Alabama Solicitor General Edmund LaCour (right) speaks alongside Alabama Attorney General Steve Marshall after oral arguments in an Alabama congressional redistricting case outside the U.S. Supreme Court in Washington, D.C., in 2022.

Alabama Solicitor General Edmund LaCour (right) speaks alongside Alabama Attorney General Steve Marshall after oral arguments in an Alabama congressional redistricting case outside the U.S. Supreme Court in Washington, D.C., in 2022. / AP

Updated September 5, 2023 at 6:17 PM ET

Alabama is once again appealing to the U.S. Supreme Court a lower court ruling that found the state's map of congressional election districts likely violates the Voting Rights Act by weakening Black voters' power.

The extraordinary move comes after a panel of three federal judges struck down Alabama's latest congressional redistricting plan for not following their court order to comply with the landmark civil rights law.

In a court filing, the state says it plans to formally ask the country's highest court Thursday to put a pause on the ruling.

It's unclear whether the Supreme Court — which upheld the lower court's earlier order about three months ago — is open to revisiting a case that has become a vehicle for not only testing the conservative justices' appetite for undoing the court's past rulings on Section 2 of the Voting Rights Act, but also helping to determine which party controls the next U.S. House of Representatives.

Alabama is also appealing the three-judge panel's latest ruling to the 11th U.S. Circuit Court of Appeals.

What the federal judges said in their new ruling

In an order released Tuesday, the three federal judges said they are "deeply troubled that the State enacted a map that the State readily admits does not provide the remedy we said federal law requires."

"We are not aware of any other case in which a state legislature — faced with a federal court order declaring that its electoral plan unlawfully dilutes minority votes and requiring a plan that provides an additional opportunity district — responded with a plan that the state concedes does not provide that district," said U.S. Circuit Judge Stanley Marcus, U.S. District Judge Anna Manasco and U.S. District Judge Terry Moorer. "The law requires the creation of an additional district that affords Black Alabamians, like everyone else, a fair and reasonable opportunity to elect candidates of their choice. The 2023 Plan plainly fails to do so."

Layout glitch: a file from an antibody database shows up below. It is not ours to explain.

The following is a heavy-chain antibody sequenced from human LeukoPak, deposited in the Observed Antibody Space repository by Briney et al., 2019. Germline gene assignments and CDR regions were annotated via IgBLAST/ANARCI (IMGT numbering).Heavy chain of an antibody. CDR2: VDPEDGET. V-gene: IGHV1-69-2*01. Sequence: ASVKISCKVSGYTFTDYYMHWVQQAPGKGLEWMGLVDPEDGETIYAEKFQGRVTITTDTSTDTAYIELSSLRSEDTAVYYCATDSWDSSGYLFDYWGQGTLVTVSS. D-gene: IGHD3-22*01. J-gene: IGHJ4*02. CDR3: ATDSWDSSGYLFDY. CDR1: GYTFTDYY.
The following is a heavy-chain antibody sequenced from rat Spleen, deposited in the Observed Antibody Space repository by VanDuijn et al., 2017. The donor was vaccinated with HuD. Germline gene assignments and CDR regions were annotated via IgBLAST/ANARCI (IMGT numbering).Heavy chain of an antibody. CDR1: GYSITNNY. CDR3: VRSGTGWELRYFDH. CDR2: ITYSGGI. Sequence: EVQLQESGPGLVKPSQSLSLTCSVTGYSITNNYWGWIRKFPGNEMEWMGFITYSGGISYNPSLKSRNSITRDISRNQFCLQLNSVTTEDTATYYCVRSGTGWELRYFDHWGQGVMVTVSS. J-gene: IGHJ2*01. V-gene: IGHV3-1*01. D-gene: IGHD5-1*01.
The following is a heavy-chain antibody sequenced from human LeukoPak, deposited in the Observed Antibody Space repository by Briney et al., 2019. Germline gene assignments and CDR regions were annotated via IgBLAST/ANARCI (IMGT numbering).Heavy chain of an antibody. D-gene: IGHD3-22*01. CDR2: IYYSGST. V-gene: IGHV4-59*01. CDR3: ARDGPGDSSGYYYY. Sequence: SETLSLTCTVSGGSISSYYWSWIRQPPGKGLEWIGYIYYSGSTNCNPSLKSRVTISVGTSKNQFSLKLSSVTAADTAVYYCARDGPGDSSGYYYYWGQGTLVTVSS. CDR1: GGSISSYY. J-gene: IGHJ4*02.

For the 2024 elections, the judges have assigned court-appointed experts to draw three potential maps that each include two districts where Black voters have a realistic opportunity of electing their preferred candidate. Those redistricting proposals are due to the court by Sept. 25.

All sides in this case will be able to challenge the proposals produced by the court's "special master" and cartographer, the judges have said. A hearing on any objections is tentatively set for Oct. 3.

Back to the U.S. Supreme Court?

The state of Alabama had previously signaled in court filings it would appeal this kind of ruling to the U.S. Supreme Court.

"We intend to promptly seek review from the Supreme Court to ensure that the State can use its lawful congressional districts in 2024 and beyond," Amanda Priest, spokesperson for Alabama's state attorney general, said Tuesday in a statement.

The panel's latest ruling is part of a long-running legal fight over a redistricting plan that could help change the balance of power in the U.S. House after next year's elections.

Before reviewing the congressional map passed by Alabama's Republican-controlled legislature in July, the three judges threw out an earlier redistricting plan approved by state lawmakers after finding that it likely violated Section 2 of the Voting Rights Act by diluting the power of Alabama's Black voters.

Out of the state's seven congressional voting districts, that plan included only one opportunity district for Black voters in a state where Black people make up more than a quarter of the state's residents.

The judges ordered instead a new map with two opportunity districts for Black voters, and Black Alabamians, they noted, would need to make up the majority of the voting-age population or "something quite close to it" in each of those districts, given how racially polarized voting is in the state. In Alabama, the panel has found, majority-Black districts are likely to elect Democrats and majority-white districts are likely to elect Republicans.

The state is facing a looming logistical deadline for next year's races. Alabama's top election official — Secretary of State Wes Allen, a Republican — has told the court that finalizing a redistricting plan by around Oct. 1 "would provide enough time to reassign voters, print and distribute ballots, and otherwise conduct the forthcoming 2024 primary elections based on the new map."

The legal battle over Alabama's congressional districts is expected to continue with a court trial about the map that will be used for the 2026 elections.

Gulf States Newsroom reporter Stephan Bisaha contributed to this report.

Edited by Benjamin Swasey

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